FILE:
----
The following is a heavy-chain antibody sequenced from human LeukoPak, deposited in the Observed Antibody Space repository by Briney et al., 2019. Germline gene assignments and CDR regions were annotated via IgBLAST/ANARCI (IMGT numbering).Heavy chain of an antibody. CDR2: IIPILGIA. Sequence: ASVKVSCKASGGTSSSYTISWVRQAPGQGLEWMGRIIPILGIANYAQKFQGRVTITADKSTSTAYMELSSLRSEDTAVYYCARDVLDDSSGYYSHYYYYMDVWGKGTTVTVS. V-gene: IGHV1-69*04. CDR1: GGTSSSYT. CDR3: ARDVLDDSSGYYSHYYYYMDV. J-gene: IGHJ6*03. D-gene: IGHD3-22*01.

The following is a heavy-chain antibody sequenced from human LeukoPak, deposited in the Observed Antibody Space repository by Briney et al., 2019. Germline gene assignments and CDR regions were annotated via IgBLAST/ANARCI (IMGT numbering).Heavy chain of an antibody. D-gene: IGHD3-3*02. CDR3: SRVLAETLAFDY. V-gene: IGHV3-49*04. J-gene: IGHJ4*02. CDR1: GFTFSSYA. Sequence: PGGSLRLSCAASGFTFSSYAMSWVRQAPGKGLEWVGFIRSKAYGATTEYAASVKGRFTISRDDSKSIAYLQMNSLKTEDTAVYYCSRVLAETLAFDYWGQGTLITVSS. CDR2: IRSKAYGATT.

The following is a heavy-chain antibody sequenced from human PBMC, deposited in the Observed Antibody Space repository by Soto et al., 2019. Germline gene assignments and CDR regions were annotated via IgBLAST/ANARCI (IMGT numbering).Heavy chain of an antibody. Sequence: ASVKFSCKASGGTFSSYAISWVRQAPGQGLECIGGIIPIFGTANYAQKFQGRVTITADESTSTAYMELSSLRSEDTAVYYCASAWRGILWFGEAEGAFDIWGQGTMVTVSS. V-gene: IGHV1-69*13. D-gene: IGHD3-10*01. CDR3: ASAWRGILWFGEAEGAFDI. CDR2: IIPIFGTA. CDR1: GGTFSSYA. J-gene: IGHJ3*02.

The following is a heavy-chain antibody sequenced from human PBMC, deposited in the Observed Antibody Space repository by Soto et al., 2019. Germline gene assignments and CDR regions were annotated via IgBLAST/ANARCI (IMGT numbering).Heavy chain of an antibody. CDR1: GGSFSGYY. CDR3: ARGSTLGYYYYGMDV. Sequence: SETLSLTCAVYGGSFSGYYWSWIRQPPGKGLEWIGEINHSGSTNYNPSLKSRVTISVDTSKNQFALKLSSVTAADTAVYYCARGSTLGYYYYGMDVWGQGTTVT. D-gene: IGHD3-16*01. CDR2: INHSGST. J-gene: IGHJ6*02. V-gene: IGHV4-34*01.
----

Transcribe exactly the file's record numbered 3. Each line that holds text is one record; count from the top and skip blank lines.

The following is a heavy-chain antibody sequenced from human PBMC, deposited in the Observed Antibody Space repository by Soto et al., 2019. Germline gene assignments and CDR regions were annotated via IgBLAST/ANARCI (IMGT numbering).Heavy chain of an antibody. Sequence: ASVKFSCKASGGTFSSYAISWVRQAPGQGLECIGGIIPIFGTANYAQKFQGRVTITADESTSTAYMELSSLRSEDTAVYYCASAWRGILWFGEAEGAFDIWGQGTMVTVSS. V-gene: IGHV1-69*13. D-gene: IGHD3-10*01. CDR3: ASAWRGILWFGEAEGAFDI. CDR2: IIPIFGTA. CDR1: GGTFSSYA. J-gene: IGHJ3*02.